Influenza vaccines currently registered for use in young children in Australia are safe and well tolerated by children aged under 10 years but regular monitoring is needed, according to research in the Medical Journal of Australia.
A team of researchers, led by paediatrician Dr Nicholas Wood from the National Centre for Immunisation Research and Surveillance, surveyed the parents and carers of children who received flu vaccinations at six tertiary paediatric hospitals and selected primary health care providers between March and July 2013.
They looked at 893 eligible children aged 6 months to under 10 years.
“These results … can reassure parents and health care providers that influenza vaccination is safe and well tolerated”, the authors say.
In an accompanying editorial, Professor Heath Kelly, head of the epidemiology unit at the Victorian Infectious Diseases Reference Laboratory, wrote that safety had always been assumed “from the absence of prior reported adverse events”.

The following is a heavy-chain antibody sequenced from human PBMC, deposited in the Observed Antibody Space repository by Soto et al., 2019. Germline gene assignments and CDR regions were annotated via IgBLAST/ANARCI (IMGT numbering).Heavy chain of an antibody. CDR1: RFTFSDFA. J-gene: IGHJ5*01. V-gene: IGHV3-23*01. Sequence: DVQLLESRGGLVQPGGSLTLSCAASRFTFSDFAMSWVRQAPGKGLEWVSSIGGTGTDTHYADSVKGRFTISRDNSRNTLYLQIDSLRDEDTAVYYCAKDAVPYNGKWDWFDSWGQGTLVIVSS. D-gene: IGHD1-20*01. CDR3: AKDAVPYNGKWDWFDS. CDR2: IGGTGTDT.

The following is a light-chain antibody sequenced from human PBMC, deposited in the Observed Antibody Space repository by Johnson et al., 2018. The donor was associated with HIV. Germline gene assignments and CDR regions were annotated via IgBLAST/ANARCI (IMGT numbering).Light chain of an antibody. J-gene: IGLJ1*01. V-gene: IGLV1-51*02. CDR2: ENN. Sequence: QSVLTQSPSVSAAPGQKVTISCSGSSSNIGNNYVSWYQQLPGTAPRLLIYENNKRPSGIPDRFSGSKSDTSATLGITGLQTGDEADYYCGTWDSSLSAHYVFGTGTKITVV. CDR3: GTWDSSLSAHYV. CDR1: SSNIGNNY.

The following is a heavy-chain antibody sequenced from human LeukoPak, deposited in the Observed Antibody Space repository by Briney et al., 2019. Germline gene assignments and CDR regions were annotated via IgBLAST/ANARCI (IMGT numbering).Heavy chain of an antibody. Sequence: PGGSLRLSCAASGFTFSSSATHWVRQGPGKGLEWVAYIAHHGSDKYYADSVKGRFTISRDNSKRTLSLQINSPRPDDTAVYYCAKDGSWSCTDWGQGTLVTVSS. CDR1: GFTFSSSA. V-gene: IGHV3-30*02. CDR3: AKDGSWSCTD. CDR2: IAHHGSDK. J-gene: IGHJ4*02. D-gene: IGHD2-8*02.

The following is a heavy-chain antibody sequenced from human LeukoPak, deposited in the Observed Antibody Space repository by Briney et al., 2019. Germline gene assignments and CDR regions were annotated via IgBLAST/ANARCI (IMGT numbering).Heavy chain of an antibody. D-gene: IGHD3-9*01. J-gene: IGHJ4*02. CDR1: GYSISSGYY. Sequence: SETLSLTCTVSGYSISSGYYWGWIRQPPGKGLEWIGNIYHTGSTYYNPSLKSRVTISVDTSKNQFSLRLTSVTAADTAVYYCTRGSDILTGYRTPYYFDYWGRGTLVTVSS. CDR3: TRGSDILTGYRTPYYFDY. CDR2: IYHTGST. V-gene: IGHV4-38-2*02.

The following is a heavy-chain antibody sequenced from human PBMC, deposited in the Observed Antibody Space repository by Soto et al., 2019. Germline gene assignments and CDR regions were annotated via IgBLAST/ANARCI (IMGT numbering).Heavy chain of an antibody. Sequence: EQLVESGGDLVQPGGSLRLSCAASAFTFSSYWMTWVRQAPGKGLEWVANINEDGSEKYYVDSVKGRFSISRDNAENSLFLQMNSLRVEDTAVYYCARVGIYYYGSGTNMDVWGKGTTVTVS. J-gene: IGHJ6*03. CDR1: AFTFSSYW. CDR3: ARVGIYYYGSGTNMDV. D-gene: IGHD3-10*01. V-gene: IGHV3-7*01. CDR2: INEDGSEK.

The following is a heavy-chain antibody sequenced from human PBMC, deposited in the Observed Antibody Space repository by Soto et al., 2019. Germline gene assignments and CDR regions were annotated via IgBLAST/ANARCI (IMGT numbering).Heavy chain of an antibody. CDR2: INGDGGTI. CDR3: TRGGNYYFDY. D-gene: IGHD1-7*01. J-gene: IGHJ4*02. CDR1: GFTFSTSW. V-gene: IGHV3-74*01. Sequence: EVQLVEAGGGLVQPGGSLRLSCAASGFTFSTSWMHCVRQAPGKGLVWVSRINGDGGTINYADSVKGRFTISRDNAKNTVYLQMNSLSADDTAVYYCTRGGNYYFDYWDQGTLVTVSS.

However, the experience of 2010, when vaccines manufactured by bioCSL were shown to cause fever at five to 10 times the previously accepted risk levels and febrile convulsions at 200 times higher levels, had changed things.
“The assumption that past safety predicts present safety might not be valid,” he wrote.
“Monitoring of both safety and effectiveness is needed to assess existing vaccines and vaccines that may be introduced in the near future, such as live attenuated influenza vaccines for children.”
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